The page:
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Road Book notions

You will find below some basic notions and terminology about Road Books:

Dot arrow
Road book
Track
Way point

Dot arrow

Synthetic depiction of a crossing, a way point, by a set of lines representing respectively each road and their orientation compared to the course direction of the vehicle. The characteristic of the dot-arrow symbols is that the dot represents the vehicle at the entrance of the crossing and the arrow the way to follow. The other roads are usually represented for reference. The use of dot-arrow symbols exempts to cross out the roads that are not to be taken (way of doing that is sometimes applied, mainly in off-road).

Road book

In the motorcycle world, a Road Book defines a carrier, mostly under paper format, allowing to follow a pre-defined itinerary.

The level of technology of Road Books themselves and their reading accessories is significantly depending on the application: one-day road trip, circuits over several days, leisure off-road, rally and raids.

The most basic Road Book, it is the list of places, often handwritten with road numbers, which you have slipped on top of your road map in your tank bag.

But in most cases, by Road Book is understood a navigation tool representing an itinerary under the form of a succession of information on the direction changes (way points) with relative and absolute distance information. This kind of Road Book is typically the one you receive when you take part to an organised outing (Club or other organisation). Some include dot-arrow symbols that make navigation easier and instinctive (as described otherwise).

Abstract of a paper road book (rally-raid)

Enduro riders and rally-raid pilots are often using electrically powered Road Book holders. These can be handcrafted by the unit or purchased from specialised manufacturers. Mostly these units are ingenious and robust. Sometimes they may work erratically. Their principle is to have the road book unwind while you ride the road book information that was put on a paper roll. There are special paper rolls for this purpose but creating such a road book sometimes means knitting and sticking together normal pages to obtain the complete roll of the itinerary to be ridden. Such kind of road book holders is also used on road machines.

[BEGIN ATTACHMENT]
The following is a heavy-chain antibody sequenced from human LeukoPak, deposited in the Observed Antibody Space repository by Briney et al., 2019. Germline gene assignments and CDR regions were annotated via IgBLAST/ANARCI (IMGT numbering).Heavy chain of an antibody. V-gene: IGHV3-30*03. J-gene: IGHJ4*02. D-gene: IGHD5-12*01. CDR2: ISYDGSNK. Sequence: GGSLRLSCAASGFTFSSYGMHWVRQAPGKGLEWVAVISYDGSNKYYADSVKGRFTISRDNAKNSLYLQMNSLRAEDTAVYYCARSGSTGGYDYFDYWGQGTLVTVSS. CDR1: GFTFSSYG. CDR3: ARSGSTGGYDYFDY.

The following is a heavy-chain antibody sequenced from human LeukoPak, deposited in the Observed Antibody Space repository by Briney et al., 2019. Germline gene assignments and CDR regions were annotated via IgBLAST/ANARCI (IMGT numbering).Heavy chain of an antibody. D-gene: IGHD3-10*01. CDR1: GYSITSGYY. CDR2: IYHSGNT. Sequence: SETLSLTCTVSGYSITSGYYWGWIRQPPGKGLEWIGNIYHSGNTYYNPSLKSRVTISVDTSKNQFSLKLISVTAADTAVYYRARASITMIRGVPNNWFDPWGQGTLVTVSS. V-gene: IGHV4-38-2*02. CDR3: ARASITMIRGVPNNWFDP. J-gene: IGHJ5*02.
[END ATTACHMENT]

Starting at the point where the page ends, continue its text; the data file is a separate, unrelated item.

Manual road book holder and its paper roll

 

In order to be able to follow a paper road book, frequent resets of the odometer are required all along the course in order to avoid inaccuracies resulting from the calibration deviations between your own speedometer compared to the one use to make the road book. Electronic road books do not have this drawback while they are based on GPS-technology and not on relative distances.

Track

Usual term of the GPS-technology. A track is a sequence of coordinates representing an itinerary that the system has recorded and has to reproduce. When you read an electronic road book file, the track actually runs in background. The track checks whether you do not leave the planned course. When you create a road book by physically riding it, you record the track and generate the way points at each direction change.

Way Point

Another usual term in GPS-technology. A way point is typically a direction change. In road books, to each way point corresponds either a written instruction as to the direction to follow, either a ball arrow symbol with the necessary odometer information to reach the next way point. In the process of creating an electronic road book, the correct registration of the way points by the road book maker is a key item ensuring the quality of his work. He can either help himself by making sketches that he will later convert in dot-arrow drawings or, if he does not want to stop, he can reconstruct the topology based on the graphical editor.

 

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